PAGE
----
When labour organisers passed a resolution this month calling for Oregon’s $100bn state pension fund to divest from a fund that owns NSO Group, it pointed to ways in which the Israeli company’s intrusive spyware is alleged to have been used in the past to target union members.
“It may seem like a cliche, but an injury to one is an injury to all, and we strongly stand behind that,” said Ira Erbs, a part-time professor at Portland Community College and member of the Oregon chapter of the American Federation of Teachers.
Erbs is part of a growing movement of union members in Oregon who are seeking greater transparency from Oregon’s Democratic state treasurer, Tobias Read, about how public employee retirement funds are invested.
Activists such as Erbs have already pressed Read on the retirement fund’s investments in fossil fuels, and in companies that operate private prisons. Now, they are focused on the Oregon fund’s longstanding indirect investment in NSO, the maker of one of the world’s most sophisticated surveillance technologies.
An investigation into NSO by the Pegasus project, an international media consortium led by the French non-profit Forbidden Stories, reported last year that the mobile phone numbers of dozens of Mexican teachers – part of a faction within Mexico’s politically powerful teachers union – had been targeted for possible surveillance in 2016 by the Mexican government, at a time when the union was expressing objections to proposed government reforms.
The teachers’ numbers appeared on a leaked list of more than 50,000 numbers that were believed to have been selected by NSO’s government clients around the world for possible surveillance.
The presence of an individual’s number on the list does not mean the person was definitely hacked, and NSO has denied that the list is connected to the company’s clients. An examination of dozens of mobile phones that appeared on the list by security researchers at Amnesty International has shown that a large proportion of the mobile phones showed evidence of being targeted or hacked by NSO’s spyware, which is called Pegasus. When successfully deployed against a target, Pegasus can hack into any phone, intercept calls and messages and can turn the phone into a remote listening device by controlling the phone’s recorder.
“We want to send a message to our treasurer that this is unacceptable, that we’re not willing to be a party to supporting this kind of behavior,” Erbs said.
Oregon pensioners have indirectly been invested in NSO since 2014, when the then Israeli startup was taken over by a fund controlled by Francisco Partners, a US firm that had received tens of millions of dollars in investment from the Oregon retirement fund.
Three years later, Oregon invested $233m in Novalpina Capital, a private equity company that in 2019 acquired NSO from Francisco Partners.
The Oregon fund has sought to distance itself from NSO. It has repeatedly said in response to questions from the Guardian that the Oregon treasury is a limited partner in private equity partnerships, and therefore does not “control” investment decisions by external managers. It has also said it is “deeply disturbed by reports about developments concerning NSO Group”.
It may seem like a cliche, but an injury to one is an injury to all
But a report by the Guardian earlier this year revealed that a senior official at the pension fund named Michael Langdon signalled his strong support for the takeover of NSO by Novalpina as early as 2018, months before the deal was finalised and announced.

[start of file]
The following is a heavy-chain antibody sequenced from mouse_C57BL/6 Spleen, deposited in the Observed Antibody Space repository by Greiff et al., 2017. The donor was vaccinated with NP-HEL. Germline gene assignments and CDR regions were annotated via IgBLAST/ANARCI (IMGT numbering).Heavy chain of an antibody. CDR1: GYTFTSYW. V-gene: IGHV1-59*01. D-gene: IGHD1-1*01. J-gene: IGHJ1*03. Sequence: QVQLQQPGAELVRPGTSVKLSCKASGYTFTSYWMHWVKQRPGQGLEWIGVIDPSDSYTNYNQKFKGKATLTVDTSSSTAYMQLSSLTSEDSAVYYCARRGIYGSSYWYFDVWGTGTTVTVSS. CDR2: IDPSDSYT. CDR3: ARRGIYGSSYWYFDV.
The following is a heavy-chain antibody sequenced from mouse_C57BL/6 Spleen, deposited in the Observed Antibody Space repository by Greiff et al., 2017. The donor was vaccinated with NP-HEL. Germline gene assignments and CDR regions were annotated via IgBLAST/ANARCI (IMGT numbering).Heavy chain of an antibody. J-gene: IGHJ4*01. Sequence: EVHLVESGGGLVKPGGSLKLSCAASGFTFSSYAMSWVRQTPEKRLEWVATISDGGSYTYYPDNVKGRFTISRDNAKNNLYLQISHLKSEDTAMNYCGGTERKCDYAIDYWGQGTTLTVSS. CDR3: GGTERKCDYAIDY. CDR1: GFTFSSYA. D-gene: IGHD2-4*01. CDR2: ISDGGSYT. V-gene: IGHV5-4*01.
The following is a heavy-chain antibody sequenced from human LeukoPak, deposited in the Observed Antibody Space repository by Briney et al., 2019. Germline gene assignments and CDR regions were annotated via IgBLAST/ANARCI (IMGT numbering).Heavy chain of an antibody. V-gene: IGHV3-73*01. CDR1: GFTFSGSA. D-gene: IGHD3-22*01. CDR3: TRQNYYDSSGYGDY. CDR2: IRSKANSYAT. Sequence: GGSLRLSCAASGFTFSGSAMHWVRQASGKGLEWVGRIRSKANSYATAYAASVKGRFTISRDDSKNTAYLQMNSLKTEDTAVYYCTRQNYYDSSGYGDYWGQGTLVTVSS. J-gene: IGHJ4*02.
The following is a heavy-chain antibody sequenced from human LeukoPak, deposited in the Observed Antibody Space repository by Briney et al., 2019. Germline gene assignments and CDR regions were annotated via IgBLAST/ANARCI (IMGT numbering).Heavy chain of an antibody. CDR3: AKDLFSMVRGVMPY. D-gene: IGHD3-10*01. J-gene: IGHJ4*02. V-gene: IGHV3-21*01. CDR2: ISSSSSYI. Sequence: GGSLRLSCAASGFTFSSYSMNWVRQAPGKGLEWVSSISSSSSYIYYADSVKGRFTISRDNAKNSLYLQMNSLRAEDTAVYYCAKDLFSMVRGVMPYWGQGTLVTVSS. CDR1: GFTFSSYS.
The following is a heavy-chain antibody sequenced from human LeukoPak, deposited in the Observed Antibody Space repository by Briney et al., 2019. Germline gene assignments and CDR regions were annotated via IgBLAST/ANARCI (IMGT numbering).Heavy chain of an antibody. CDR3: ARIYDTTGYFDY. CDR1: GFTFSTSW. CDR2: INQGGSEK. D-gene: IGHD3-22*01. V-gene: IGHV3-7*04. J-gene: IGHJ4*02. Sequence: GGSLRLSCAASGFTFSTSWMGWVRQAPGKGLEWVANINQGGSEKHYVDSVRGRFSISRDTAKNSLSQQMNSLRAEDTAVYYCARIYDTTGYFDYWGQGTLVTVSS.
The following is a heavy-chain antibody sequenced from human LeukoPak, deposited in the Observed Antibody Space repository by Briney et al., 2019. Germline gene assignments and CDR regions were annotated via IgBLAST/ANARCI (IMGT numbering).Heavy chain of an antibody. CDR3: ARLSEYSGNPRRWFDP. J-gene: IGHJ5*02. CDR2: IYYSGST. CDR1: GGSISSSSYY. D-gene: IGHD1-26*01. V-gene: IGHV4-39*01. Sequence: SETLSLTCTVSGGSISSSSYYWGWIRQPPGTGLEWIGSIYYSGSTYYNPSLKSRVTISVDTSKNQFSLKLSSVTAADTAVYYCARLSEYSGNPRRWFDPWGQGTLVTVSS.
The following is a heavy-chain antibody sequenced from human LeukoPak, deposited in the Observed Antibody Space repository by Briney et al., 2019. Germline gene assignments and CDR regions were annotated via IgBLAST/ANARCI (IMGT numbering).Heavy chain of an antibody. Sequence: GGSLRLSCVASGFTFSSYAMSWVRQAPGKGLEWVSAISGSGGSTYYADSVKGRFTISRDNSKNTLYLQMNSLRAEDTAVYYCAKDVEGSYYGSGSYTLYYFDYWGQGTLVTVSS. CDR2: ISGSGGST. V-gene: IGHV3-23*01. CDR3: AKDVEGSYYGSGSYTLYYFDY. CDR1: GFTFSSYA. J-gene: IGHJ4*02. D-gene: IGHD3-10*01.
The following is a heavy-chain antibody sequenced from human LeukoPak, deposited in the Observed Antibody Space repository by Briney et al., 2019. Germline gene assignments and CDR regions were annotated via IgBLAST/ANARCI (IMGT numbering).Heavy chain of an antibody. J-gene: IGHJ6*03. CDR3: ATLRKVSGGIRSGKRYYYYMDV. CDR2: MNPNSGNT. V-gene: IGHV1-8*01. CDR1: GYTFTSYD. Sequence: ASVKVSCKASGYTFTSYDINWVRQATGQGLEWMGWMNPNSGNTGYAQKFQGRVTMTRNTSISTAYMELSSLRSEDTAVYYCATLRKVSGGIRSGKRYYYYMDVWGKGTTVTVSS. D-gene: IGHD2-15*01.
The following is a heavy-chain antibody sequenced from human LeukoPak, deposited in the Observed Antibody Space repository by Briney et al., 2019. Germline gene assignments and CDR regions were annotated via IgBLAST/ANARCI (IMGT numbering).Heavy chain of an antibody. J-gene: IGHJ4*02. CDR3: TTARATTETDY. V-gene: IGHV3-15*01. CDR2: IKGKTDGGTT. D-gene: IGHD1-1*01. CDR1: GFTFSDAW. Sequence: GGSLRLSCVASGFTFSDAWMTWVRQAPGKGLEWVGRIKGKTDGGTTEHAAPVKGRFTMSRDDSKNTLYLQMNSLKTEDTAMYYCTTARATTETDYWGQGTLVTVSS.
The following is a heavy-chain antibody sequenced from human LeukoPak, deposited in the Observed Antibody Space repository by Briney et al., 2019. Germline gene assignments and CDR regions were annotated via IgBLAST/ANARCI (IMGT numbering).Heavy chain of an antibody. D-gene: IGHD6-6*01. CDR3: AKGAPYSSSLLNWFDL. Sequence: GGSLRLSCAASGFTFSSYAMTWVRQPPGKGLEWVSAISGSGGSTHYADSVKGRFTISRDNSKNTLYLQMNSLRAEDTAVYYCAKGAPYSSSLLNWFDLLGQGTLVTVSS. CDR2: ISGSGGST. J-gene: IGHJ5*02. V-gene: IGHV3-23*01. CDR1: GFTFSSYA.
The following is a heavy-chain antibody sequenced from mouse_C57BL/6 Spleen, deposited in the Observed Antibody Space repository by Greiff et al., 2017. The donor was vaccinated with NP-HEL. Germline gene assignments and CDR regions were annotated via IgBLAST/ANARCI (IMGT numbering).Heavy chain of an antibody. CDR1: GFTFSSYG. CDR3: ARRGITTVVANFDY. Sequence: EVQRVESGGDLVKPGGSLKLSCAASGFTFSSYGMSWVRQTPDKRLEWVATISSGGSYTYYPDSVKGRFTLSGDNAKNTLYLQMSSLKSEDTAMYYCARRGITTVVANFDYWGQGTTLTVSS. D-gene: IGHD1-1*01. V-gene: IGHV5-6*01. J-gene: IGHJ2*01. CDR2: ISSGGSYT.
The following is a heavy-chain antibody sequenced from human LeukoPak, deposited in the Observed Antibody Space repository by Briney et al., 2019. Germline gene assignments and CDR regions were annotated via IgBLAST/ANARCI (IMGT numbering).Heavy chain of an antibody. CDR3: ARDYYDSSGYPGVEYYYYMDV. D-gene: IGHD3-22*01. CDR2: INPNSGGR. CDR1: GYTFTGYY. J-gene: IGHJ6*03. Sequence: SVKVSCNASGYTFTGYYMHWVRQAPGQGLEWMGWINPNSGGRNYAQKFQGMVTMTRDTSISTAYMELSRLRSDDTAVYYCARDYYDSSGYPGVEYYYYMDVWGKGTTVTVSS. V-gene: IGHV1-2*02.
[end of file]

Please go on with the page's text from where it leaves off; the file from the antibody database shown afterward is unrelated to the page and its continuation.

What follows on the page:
The fund appears to have given his tacit approval at a time when security researchers at Citizen Lab at the University of Toronto and Amnesty International were already publicly raising alarms about the company and how its hacking software was being used by government clients to facilitate human rights abuses.
NSO was placed on a US blacklist last year after the Biden administration said it had evidence that the company had supplied spyware to foreign governments that used the tools to “maliciously target government officials, journalists, businesspeople, activists, academics, and embassy workers”.
A spokesperson for Read, who is running for governor, issued a statement in December supporting the administration’s decision, saying that the treasurer supported the sanctioning of technology companies that “facilitate human rights violations and the oppression of journalists by selling technology to authoritarian regimes.”
A resolution supported both by the Oregon branch of the AFL-CIO, a federation of unions, and AFSCME, which represents thousands of state and local workers in Oregon, has called for the “immediate and complete” divestment of state pension funds from the fund that owns NSO once “suitable alternatives” are identified. NSO was recently downgraded by Moody’s, the credit agency, at eight levels below investment grade, and is at “severe risk” of defaulting on $500m in debt, making it an “unsound investment”, the resolution stated.
For Sravya Tadepalli, a board member of Hindus for Human Rights and a member of AFSCME, who first raised the issue of NSO, the resolution that was agreed hits back at a statement Read made previously about controversial investments, how “politics” ought not to interfere with the management of the fund, and protecting retirees’ returns.
“What this resolution does is it essentially takes away that argument. Because if all these unions are saying, ‘No, we care about rights abroad and this is meaningful enough for us to support divestment,’ it takes away the ‘politics shouldn’t affect the fund’ line,” Tadepalli said.
A spokesperson for the pension fund did not respond to specific questions about the AFL-CIO resolution. NSO did not respond to a request for comment.